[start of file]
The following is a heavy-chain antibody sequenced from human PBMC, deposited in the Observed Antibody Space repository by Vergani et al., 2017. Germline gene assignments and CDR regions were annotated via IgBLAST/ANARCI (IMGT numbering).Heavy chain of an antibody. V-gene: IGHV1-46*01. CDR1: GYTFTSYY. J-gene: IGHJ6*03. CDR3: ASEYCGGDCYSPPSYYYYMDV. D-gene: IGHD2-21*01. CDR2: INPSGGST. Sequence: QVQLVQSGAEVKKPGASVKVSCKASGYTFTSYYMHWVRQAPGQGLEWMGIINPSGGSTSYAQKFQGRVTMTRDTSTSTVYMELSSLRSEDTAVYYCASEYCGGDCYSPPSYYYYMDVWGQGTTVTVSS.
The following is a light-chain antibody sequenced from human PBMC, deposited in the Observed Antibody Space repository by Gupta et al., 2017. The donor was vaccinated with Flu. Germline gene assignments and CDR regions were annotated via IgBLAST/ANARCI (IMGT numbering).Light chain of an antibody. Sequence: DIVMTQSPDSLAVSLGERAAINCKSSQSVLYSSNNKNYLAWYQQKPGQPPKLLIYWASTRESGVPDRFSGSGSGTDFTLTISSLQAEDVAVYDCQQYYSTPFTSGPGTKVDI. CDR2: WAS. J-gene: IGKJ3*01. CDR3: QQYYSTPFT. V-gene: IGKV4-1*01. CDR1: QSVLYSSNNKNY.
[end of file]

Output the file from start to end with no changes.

The following is a heavy-chain antibody sequenced from human PBMC, deposited in the Observed Antibody Space repository by Vergani et al., 2017. Germline gene assignments and CDR regions were annotated via IgBLAST/ANARCI (IMGT numbering).Heavy chain of an antibody. V-gene: IGHV1-46*01. CDR1: GYTFTSYY. J-gene: IGHJ6*03. CDR3: ASEYCGGDCYSPPSYYYYMDV. D-gene: IGHD2-21*01. CDR2: INPSGGST. Sequence: QVQLVQSGAEVKKPGASVKVSCKASGYTFTSYYMHWVRQAPGQGLEWMGIINPSGGSTSYAQKFQGRVTMTRDTSTSTVYMELSSLRSEDTAVYYCASEYCGGDCYSPPSYYYYMDVWGQGTTVTVSS.
The following is a light-chain antibody sequenced from human PBMC, deposited in the Observed Antibody Space repository by Gupta et al., 2017. The donor was vaccinated with Flu. Germline gene assignments and CDR regions were annotated via IgBLAST/ANARCI (IMGT numbering).Light chain of an antibody. Sequence: DIVMTQSPDSLAVSLGERAAINCKSSQSVLYSSNNKNYLAWYQQKPGQPPKLLIYWASTRESGVPDRFSGSGSGTDFTLTISSLQAEDVAVYDCQQYYSTPFTSGPGTKVDI. CDR2: WAS. J-gene: IGKJ3*01. CDR3: QQYYSTPFT. V-gene: IGKV4-1*01. CDR1: QSVLYSSNNKNY.